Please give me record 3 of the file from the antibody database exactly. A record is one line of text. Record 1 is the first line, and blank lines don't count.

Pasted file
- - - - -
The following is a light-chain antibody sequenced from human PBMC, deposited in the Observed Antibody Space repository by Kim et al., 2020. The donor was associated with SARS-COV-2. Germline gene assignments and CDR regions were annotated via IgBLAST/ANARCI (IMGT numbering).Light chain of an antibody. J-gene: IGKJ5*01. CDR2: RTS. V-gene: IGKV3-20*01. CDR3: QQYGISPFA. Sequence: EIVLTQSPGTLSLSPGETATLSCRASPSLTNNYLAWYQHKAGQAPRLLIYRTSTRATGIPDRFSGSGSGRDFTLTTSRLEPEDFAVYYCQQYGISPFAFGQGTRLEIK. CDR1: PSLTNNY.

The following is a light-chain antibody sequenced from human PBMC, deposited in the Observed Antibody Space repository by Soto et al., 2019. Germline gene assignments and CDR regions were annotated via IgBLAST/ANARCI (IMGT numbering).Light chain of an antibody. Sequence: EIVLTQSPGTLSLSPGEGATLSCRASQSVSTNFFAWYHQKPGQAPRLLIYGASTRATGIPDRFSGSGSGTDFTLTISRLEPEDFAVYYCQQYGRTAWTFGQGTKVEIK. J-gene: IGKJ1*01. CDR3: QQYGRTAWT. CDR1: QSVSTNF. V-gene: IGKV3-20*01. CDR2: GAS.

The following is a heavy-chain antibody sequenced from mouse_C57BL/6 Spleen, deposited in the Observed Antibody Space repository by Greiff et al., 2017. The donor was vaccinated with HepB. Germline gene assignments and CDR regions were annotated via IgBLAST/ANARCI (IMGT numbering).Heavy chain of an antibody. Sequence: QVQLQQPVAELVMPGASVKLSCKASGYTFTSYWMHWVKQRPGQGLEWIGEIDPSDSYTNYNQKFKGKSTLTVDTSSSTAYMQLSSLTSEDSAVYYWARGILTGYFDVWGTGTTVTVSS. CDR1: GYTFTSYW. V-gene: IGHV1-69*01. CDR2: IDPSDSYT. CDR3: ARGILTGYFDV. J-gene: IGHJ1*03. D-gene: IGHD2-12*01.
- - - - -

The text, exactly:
The following is a heavy-chain antibody sequenced from mouse_C57BL/6 Spleen, deposited in the Observed Antibody Space repository by Greiff et al., 2017. The donor was vaccinated with HepB. Germline gene assignments and CDR regions were annotated via IgBLAST/ANARCI (IMGT numbering).Heavy chain of an antibody. Sequence: QVQLQQPVAELVMPGASVKLSCKASGYTFTSYWMHWVKQRPGQGLEWIGEIDPSDSYTNYNQKFKGKSTLTVDTSSSTAYMQLSSLTSEDSAVYYWARGILTGYFDVWGTGTTVTVSS. CDR1: GYTFTSYW. V-gene: IGHV1-69*01. CDR2: IDPSDSYT. CDR3: ARGILTGYFDV. J-gene: IGHJ1*03. D-gene: IGHD2-12*01.